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Drag Racing Story of the Day!

Early J-85 Jet Dragster History

By Franklin Ratliff

In 1968, Art Arfons built the first rail-type jet dragster, a little J-34 car later driven for many years by Bob Motz. This car remained the only rail-type jet dragster until 1977 when in May the first J-85 car, the Gustin/Palamides "Daily C II," was given approval by NHRA. Third of the Gustin/Palamides jets, the "Daily C II" weighed 1,300 pounds ready to run as compared to 2,400 to 2,800 pounds for the J-34 powered "Daily C" and "For Special" cars (under different sponsorship the "For Special" became the "Sherbits" car). Handling problems prevented the "Daily C II" from showing the real potential of the J-85. At Napierville Speedway in Montreal, Gustin was forced to shut-off early, running a 7.19 E.T. with a 128.38-mph speed. At York U.S. 30 Dragway, Gustin again shut-off early to record a 6.72 E.T. with a 181.04 mph speed.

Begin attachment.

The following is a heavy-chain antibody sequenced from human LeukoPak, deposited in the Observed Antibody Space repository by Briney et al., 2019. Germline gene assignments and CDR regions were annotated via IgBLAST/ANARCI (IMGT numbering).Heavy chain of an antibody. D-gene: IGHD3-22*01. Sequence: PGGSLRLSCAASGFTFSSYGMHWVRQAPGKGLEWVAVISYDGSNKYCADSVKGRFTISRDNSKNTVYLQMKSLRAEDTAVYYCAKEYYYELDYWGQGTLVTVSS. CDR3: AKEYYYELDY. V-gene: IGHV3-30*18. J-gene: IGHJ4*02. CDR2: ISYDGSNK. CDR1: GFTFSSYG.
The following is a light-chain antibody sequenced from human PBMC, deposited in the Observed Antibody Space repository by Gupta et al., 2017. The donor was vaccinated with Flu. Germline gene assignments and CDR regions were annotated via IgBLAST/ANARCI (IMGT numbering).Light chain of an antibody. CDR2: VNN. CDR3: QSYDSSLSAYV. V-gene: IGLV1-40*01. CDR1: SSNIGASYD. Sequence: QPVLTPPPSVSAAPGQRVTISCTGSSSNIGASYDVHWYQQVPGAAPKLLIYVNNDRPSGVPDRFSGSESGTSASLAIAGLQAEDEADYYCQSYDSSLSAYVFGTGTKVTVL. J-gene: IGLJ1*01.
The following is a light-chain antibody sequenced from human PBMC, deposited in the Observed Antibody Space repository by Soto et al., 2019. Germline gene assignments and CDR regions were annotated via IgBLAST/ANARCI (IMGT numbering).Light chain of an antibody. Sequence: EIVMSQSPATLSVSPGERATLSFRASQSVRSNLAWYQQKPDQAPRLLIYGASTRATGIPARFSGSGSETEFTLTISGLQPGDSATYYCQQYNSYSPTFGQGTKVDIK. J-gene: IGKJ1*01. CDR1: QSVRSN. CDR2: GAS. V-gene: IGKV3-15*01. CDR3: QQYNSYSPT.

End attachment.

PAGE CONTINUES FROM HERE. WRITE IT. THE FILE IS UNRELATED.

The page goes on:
In March of 1979, NHRA approval of Craig Arfons J-85 "Green Monster" dragster was announced in National Dragster. It would be this car, together with Wayne Knuth's simultaneously constructed but more conservatively designed J-85 "Odyssey" rail-type dragster, that would revolutionize jet car racing. Initially, Arfons was limited to single runs only. Also in March of 1979, NHRA announced approval of the rail-type "Avenger" J-34 jet dragster built by Lee Austin and driven by Dan Sullivan. In September of 1979 at Great Lakes Drag-A-Way, Arfons ran a 6.08 second 277.77 mph pass.


Franklin Ratliff


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